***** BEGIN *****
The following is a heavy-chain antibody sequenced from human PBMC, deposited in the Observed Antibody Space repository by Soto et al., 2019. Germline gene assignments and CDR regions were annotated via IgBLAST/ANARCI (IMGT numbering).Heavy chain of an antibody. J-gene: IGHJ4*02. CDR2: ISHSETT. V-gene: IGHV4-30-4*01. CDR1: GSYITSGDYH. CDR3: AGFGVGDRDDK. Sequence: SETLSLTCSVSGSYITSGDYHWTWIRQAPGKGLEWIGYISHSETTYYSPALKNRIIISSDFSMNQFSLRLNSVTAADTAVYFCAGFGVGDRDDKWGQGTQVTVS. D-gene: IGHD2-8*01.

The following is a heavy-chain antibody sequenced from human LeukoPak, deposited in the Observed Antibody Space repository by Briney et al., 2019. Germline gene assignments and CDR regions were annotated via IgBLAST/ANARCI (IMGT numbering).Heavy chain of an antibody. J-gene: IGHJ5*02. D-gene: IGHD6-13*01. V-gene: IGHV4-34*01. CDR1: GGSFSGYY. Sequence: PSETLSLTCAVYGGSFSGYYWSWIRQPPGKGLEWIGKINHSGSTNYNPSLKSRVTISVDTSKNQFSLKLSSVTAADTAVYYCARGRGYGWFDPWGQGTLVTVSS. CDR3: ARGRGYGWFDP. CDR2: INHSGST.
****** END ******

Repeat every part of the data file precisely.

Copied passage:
The following is a heavy-chain antibody sequenced from human PBMC, deposited in the Observed Antibody Space repository by Soto et al., 2019. Germline gene assignments and CDR regions were annotated via IgBLAST/ANARCI (IMGT numbering).Heavy chain of an antibody. J-gene: IGHJ4*02. CDR2: ISHSETT. V-gene: IGHV4-30-4*01. CDR1: GSYITSGDYH. CDR3: AGFGVGDRDDK. Sequence: SETLSLTCSVSGSYITSGDYHWTWIRQAPGKGLEWIGYISHSETTYYSPALKNRIIISSDFSMNQFSLRLNSVTAADTAVYFCAGFGVGDRDDKWGQGTQVTVS. D-gene: IGHD2-8*01.

The following is a heavy-chain antibody sequenced from human LeukoPak, deposited in the Observed Antibody Space repository by Briney et al., 2019. Germline gene assignments and CDR regions were annotated via IgBLAST/ANARCI (IMGT numbering).Heavy chain of an antibody. J-gene: IGHJ5*02. D-gene: IGHD6-13*01. V-gene: IGHV4-34*01. CDR1: GGSFSGYY. Sequence: PSETLSLTCAVYGGSFSGYYWSWIRQPPGKGLEWIGKINHSGSTNYNPSLKSRVTISVDTSKNQFSLKLSSVTAADTAVYYCARGRGYGWFDPWGQGTLVTVSS. CDR3: ARGRGYGWFDP. CDR2: INHSGST.